A no-nonsense tone
Arbour -- nicknamed "Radar" because he wore eyeglasses while playing -- similarly set an immediate, no-nonsense tenor with his players. He held a grueling private two-hour workout for Denis Potvin in 1973, the day after the star rookie missed the team bus to Philadelphia. "He never missed a bus again," Arbour said years later. Potvin joked about the episode during his own Hall of Fame induction speech, having, as Arbour's captain in 1980, been the first Islander to raise the Cup.
As tough as he could be, the coach also was flexible enough to tell rookie Mike Bossy to concentrate on scoring rather than defense. Arbour gave wide berth to temperamental goalie Billy Smith. Those two players made the Hall of Fame, as did Bryan Trottier and Gillies.
Resourcefulness and innovation were as much a part of Arbour's coaching repertoire as his bass voice and sharp temper (he once said his wife, Claire, "deserves a medal"). In an age before video cassettes and assistant coaches, Arbour asked Claire to tape all of the games on a reel-to-reel machine. With that, he became a video scouting pioneer.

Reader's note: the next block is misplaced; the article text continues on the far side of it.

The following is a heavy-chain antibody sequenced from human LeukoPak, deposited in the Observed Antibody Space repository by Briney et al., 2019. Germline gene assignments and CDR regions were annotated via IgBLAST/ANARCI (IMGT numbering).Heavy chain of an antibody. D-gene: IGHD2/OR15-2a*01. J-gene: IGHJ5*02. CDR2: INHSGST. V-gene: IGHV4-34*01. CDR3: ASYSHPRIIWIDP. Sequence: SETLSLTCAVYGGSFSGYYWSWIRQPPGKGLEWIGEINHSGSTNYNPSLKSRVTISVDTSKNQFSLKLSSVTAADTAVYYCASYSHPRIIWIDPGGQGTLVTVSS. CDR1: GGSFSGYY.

He retired after the 1986 season, then returned for a new generation of Islanders in 1988. His "never give up" credo helped the team to another peak in 1993 as it advanced to the Eastern Conference finals by upsetting the two-time defending champion Penguins, coached by Bowman.
"I'd like to say I taught Al everything he knows, but that isn't so," Bowman said on Nov. 3, 2007, when Ted Nolan stepped down for a night, allowing Arbour to coach one final Islanders game and reach 1,500. Fittingly, the team came back from a deficit to win, 3-2.
Bill Guerin, then the captain, said it was like playing a game for Lombardi. Arbour, by then settled in Florida, was touched, almost beyond words. "It's a great thrill to be back in our hometown," the coach said that night. "Long Island really is our home."
Arbour is survived by his wife, and children Joann, Jay, Julie and Janice.